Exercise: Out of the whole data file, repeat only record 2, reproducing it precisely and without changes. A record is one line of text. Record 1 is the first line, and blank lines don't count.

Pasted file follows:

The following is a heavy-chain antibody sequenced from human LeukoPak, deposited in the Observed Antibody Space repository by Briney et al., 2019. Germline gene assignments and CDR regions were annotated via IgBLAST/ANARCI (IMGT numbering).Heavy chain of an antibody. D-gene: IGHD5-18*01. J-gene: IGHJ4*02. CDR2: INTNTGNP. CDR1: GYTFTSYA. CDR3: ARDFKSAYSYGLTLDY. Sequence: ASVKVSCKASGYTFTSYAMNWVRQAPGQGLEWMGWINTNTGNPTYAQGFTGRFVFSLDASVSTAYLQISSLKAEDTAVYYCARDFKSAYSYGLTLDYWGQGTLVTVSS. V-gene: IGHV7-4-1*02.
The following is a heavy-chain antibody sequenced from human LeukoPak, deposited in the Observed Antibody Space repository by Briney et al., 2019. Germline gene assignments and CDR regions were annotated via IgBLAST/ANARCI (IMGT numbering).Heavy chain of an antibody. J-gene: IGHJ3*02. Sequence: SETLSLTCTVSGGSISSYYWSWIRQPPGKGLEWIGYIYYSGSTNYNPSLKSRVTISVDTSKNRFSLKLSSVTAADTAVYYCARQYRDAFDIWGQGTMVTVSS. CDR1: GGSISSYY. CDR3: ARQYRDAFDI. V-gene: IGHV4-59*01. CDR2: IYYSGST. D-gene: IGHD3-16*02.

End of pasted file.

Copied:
The following is a heavy-chain antibody sequenced from human LeukoPak, deposited in the Observed Antibody Space repository by Briney et al., 2019. Germline gene assignments and CDR regions were annotated via IgBLAST/ANARCI (IMGT numbering).Heavy chain of an antibody. J-gene: IGHJ3*02. Sequence: SETLSLTCTVSGGSISSYYWSWIRQPPGKGLEWIGYIYYSGSTNYNPSLKSRVTISVDTSKNRFSLKLSSVTAADTAVYYCARQYRDAFDIWGQGTMVTVSS. CDR1: GGSISSYY. CDR3: ARQYRDAFDI. V-gene: IGHV4-59*01. CDR2: IYYSGST. D-gene: IGHD3-16*02.